There was very good news on Tuesday that the contentious Criminal Justice (Sexual Offences) Bill 2015 had finally been passed by the Oireachtas.  The Bill had provoked strong opposition from some of our male politicians because one of its effects is to criminalise the purchase of sex for the first time.  Other important elements of the Bill did not get as much attention but in the long term will both help to prevent the sexual abuse of children and for those who are abused, will help reduce the trauma of the criminal trial.

For too long the needs of victims of sexual crimes have been ignored in the criminal justice system.   Many survivors who are supported by One in Four describe the experience of being a complainant witness in a criminal trial as being the most humiliating, demeaning and traumatising event they have ever experienced.  The witness is forced to recall in great detail the painful and distressing details of the sexual abuse they have suffered.   In the absence of witnesses to the crime or forensic evidence, the survivor is often subjected to a deliberate attempt to undermine their credibility and their personal integrity.  This is the adversarial system we have.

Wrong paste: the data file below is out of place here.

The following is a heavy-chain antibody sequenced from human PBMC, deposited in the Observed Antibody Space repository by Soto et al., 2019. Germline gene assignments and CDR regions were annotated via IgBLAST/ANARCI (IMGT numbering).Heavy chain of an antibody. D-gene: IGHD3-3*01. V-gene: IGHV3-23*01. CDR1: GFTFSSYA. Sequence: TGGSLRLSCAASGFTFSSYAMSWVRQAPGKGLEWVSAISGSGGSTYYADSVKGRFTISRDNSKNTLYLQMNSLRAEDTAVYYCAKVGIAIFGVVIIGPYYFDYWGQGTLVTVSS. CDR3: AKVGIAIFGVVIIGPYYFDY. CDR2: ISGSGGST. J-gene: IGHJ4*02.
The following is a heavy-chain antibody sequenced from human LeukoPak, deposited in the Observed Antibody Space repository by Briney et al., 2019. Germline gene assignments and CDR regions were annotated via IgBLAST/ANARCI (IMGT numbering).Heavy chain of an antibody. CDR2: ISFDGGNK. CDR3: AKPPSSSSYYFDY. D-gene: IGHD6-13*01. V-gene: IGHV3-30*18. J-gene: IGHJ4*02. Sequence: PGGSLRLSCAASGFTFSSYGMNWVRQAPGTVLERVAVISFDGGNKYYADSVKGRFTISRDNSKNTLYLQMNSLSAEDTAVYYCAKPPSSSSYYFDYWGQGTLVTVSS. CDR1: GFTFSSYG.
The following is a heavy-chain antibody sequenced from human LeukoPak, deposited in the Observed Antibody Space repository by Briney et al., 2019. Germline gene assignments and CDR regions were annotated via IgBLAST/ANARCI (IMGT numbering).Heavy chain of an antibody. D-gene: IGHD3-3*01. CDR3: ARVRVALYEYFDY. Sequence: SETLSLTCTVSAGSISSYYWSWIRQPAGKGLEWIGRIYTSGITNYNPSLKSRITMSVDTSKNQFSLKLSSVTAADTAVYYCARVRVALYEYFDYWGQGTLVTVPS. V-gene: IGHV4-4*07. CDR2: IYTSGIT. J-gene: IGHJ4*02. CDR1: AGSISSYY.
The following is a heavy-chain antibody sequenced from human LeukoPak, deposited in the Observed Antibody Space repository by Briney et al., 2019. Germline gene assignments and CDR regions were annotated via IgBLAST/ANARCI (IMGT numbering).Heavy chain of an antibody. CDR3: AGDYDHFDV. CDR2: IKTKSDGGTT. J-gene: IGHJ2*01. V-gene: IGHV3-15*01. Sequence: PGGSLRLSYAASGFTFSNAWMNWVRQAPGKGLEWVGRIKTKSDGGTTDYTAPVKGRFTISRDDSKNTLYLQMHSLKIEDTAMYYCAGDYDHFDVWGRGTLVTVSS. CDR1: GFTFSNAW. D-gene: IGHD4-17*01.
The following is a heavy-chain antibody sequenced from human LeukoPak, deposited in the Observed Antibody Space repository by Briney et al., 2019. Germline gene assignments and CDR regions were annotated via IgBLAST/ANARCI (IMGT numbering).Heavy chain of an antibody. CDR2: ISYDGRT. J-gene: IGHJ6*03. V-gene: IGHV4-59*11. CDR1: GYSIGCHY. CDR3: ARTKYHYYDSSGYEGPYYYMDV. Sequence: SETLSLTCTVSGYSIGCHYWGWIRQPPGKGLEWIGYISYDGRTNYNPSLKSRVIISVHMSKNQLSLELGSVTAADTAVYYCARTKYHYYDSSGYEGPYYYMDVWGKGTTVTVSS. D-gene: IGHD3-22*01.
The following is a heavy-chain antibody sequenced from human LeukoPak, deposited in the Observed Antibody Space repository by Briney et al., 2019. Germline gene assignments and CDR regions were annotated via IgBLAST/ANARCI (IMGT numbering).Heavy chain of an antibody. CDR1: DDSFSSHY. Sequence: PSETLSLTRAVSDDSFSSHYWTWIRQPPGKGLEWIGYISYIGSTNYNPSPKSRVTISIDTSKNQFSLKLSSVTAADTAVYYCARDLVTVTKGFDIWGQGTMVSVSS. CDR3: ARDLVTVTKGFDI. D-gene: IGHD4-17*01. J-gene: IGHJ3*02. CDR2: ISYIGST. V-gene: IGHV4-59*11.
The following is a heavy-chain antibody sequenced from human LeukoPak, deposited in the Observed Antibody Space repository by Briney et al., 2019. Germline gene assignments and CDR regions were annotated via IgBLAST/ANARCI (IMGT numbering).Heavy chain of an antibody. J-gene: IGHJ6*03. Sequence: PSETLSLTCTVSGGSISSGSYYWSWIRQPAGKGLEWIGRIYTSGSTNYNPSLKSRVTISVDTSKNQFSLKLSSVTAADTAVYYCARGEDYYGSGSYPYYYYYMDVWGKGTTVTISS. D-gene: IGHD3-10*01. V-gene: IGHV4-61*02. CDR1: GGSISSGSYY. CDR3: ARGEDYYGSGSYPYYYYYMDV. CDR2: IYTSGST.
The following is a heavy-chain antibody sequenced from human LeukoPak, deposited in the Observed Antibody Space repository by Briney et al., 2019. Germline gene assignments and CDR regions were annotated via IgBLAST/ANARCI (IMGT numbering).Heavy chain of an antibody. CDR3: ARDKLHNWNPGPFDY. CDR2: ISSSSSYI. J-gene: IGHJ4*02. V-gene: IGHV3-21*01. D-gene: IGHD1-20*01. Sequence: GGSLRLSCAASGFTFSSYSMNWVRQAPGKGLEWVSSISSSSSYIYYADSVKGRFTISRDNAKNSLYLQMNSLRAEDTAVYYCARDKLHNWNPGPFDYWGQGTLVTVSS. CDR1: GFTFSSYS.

This will not change completely when the new Bill is signed into law.  But in several important ways, new protections will be introduced. 

There will be new constraints on the possibility that the survivor could be cross-examined by the accused person. 
And for the first time, if the survivor has been in counselling, their counselling notes cannot be automatically obtained by the accused person and his defence team.

The presiding judge will have no powers to decide if the notes should be produced, and which sections of the notes should be allowed. 
The right to privacy of the survivor and the public interest in encouraging survivors to receive psychological support without the fear of their counselling notes being read by their abuser have been strengthened.

For survivors, giving evidence about their abuse experience still remains a daunting task and there is much else to be addressed before the criminal justice system pays adequate attention to the needs of survivors.  However, this is a very welcome step on the way.